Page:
ciation, have been observed from the very earliest times, and are so great that they can be detected with very simple apparatus. These effects are due to exterior causes, and consist in a displacement of the axis of the earth in space, and a consequent wandering of the pole among the stars. The action of internal forces in the earth would be to produce a displacement in the rotating body itself. A deviation of the rotational axis from the principal axis of inertia would cause a rotation of the pole round the principal axis of inertia. Such a rotation would have a period of nearly ten months, and could be best detected by continuous and active observations of latitude at various observatories. Measurements were made as early as the middle of this century, but gave no definite results, the ten-monthly period being marked by other disturbances due to currents and circulations in the atmosphere, oceans, and rivers. Four years ago the International Geodetic Union secured co-operation of observations, and this, together with an expedition to Honolulu, has led to definite results. These show that the north pole wanders through about fifty feet between its extreme positions.
Bactericidal Solar Rays.—Although investigation has not been idle, experimenters have not been wholly agreed as to the exact property or field of the sun's rays which is most efficient in action on bacteria and fungi. The inquiry has been continued by Prof. H. Marshall Ward, to whom the thought occurred in the course of his work that the most direct answer to the question, Which rays are the most effective ones? might be best obtained by shining the solar spectrum directly upon the film of spores, and making it record the effects by their subsequent behavior, according as the different groups of rays fell upon them—in other words, bya photograph of the spectrum in living and dead bacteria. The results showed conclusively that the rays that kill the bacteria are the blue and violet ones. An observation was made during the investigation which may go far to account for the unsatisfactory character of the determinations of former experiments. The chief difficulty to be overcome was the great weakening of the intensity of the dispersed rays of the beam of light decomposed to form the spectrum—a weakening caused by the distribution of the incidence of the rays over a larger area and by their absorption and reflection in passing through the lenses and prisms. It was found also, in working with the electric light, that the power of the blue and violet rays was further impaired—in other words, that they were stopped—by the material (glass) through which they had to pass. The effect of the glass was practically the same as that of mist or haze in the atmosphere, which so filters out the blue-violet rays that the light of a dull day was of little effect in the author's experiments. These difficulties were overcome by using quartz instead of glass, with which it was possible to obtain a very pure spectrum sufficiently rich in blue and violet rays to kill the spores in a few hours. The author found it easy to obtain satisfactory results in the summer with the solar rays, even with glass lenses, mirrors, etc., and exposures of five or six hours, but in winter the exposures required to be so long as to be almost impracticable.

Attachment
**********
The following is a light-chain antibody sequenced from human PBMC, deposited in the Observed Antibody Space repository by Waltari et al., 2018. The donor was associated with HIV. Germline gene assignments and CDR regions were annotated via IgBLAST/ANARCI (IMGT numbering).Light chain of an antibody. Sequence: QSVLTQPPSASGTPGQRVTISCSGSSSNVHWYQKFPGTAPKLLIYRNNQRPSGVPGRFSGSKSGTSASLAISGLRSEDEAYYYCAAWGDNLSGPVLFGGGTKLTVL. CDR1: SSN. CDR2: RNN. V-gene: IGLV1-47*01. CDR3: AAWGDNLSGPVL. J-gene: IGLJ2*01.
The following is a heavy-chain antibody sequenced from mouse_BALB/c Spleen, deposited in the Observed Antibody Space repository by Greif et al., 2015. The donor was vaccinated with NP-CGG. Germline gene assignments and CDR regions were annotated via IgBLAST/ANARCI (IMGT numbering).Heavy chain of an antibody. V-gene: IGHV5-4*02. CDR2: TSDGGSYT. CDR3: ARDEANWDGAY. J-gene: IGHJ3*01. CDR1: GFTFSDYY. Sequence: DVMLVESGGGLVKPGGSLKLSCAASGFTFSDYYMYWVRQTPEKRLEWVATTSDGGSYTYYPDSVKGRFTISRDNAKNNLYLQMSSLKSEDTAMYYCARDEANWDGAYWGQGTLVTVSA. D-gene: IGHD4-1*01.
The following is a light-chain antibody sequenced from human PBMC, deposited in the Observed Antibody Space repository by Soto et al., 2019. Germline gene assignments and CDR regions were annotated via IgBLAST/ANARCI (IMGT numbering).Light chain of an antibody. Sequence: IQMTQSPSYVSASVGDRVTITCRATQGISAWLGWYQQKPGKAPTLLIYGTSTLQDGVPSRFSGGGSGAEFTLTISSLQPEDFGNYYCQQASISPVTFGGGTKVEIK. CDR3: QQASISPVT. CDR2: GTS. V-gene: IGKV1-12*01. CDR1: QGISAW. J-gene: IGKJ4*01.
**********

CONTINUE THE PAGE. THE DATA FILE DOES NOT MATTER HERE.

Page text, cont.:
Work of the Peabody Museum.—The Curator of the Peabody Museum of American Archæology and Ethnology calls attention, in his report for 1893-'94, to the lack of room in the museum. Several collections made under the curator's direction have been secured. Besides a generous gift of money, Mr. Clarence B. Moore has contributed a good representative collection of the singular pottery which he obtained from a mound in Florida, and other objects of interest from the burial and shell mounds of that State. The publication of Mr. Nuttall's memoir has been provided for, and the work has been held in press for the incorporation of newly discovered facts. Space has been provided for the collections of archæological, historical, and educational objects and relics made by the late Mrs. Hemenway, of which Mr. J. Walter Fewkes is in charge. The collection of Mr. Frederick H. Rindge, deposited in the museum, contains the finest and most extensive lot of obsidian implements ever brought together from the Klamath country. Some of the chipped implements are remarkable for their size, and others for their beautiful finish. The collection also includes gems of workmanship in stone, bone, and ivory